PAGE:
Panic-Focused Psychotherapy Curbs Panic Attacks
by Denise Mann, HealthDay News
Feb 22nd 2007

A time-limited course of panic-focused psychodynamic psychotherapy may help alleviate some of the symptoms of panic disorder more than applied relaxation training, according to the results of a study in the February issue of the American Journal of Psychiatry.

Barbara Milrod, M.D., of the Weill Medical College of Cornell University in New York City, and colleagues randomized 49 adults with panic disorder to receive panic-focused psychodynamic psychotherapy -- a 24-session, twice weekly form of therapy that emphasizes unconscious thought, free association and transference -- or applied relaxation training, a behavioral therapy that is related to cognitive behavioral therapy.

Patients who received the panic-focused psychodynamic psychotherapy showed a greater reduction in panic symptoms (panic attacks), limited symptom attacks, physical anxiety symptoms and avoidance. They also showed improvements in psychosocial functioning, compared with their counterparts in the applied relaxation training group. Patients in the panic-focused psychodynamic psychotherapy were also more likely to respond at treatment termination than those participants in the applied relaxation training group.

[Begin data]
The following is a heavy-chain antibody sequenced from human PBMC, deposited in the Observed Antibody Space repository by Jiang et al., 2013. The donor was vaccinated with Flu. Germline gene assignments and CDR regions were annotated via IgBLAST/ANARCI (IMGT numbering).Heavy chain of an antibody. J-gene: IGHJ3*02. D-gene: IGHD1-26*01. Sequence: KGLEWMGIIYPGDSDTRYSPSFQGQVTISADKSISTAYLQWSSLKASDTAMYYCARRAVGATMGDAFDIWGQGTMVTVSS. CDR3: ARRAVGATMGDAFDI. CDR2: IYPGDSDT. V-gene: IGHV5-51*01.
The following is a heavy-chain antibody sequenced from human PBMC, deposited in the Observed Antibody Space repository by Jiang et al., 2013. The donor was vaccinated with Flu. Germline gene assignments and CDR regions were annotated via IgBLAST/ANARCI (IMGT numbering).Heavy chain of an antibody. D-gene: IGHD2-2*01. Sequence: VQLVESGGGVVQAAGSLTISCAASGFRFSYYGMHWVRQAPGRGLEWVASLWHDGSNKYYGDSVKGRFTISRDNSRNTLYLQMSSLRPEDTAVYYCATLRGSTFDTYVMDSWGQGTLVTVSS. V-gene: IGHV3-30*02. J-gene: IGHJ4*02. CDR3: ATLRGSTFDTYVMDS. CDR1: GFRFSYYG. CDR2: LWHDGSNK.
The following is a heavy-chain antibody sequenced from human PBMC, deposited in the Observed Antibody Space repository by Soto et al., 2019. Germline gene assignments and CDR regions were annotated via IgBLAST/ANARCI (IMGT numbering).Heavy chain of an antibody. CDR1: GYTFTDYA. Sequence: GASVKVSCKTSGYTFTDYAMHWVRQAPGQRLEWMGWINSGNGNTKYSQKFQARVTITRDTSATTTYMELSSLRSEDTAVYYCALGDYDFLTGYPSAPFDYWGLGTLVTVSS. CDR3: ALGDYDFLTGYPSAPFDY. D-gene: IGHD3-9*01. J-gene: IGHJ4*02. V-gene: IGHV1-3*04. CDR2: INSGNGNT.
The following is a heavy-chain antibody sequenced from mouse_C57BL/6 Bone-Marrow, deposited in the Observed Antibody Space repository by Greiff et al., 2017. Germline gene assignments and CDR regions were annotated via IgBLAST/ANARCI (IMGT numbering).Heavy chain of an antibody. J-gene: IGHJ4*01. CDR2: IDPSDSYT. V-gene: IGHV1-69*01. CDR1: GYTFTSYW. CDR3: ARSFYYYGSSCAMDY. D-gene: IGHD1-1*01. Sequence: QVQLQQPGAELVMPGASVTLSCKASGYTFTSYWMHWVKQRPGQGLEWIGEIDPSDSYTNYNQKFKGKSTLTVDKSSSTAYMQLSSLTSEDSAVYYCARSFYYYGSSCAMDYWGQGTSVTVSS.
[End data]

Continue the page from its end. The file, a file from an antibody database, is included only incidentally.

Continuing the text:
"Despite the small cohort size of this trial, it has demonstrated preliminary efficacy of panic-focused psychodynamic psychotherapy for panic disorder," the authors conclude.

Abstract
Full Text (subscription or payment may be required)